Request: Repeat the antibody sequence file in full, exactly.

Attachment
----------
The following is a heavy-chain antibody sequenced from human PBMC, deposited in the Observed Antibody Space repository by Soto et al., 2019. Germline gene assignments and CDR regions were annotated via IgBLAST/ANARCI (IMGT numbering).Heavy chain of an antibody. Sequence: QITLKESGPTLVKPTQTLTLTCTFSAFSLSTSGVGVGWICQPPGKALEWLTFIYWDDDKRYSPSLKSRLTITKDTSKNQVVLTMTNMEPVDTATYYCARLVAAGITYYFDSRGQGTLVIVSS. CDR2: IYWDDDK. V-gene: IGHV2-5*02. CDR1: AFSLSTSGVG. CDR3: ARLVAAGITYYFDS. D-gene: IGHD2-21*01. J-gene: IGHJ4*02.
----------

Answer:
The following is a heavy-chain antibody sequenced from human PBMC, deposited in the Observed Antibody Space repository by Soto et al., 2019. Germline gene assignments and CDR regions were annotated via IgBLAST/ANARCI (IMGT numbering).Heavy chain of an antibody. Sequence: QITLKESGPTLVKPTQTLTLTCTFSAFSLSTSGVGVGWICQPPGKALEWLTFIYWDDDKRYSPSLKSRLTITKDTSKNQVVLTMTNMEPVDTATYYCARLVAAGITYYFDSRGQGTLVIVSS. CDR2: IYWDDDK. V-gene: IGHV2-5*02. CDR1: AFSLSTSGVG. CDR3: ARLVAAGITYYFDS. D-gene: IGHD2-21*01. J-gene: IGHJ4*02.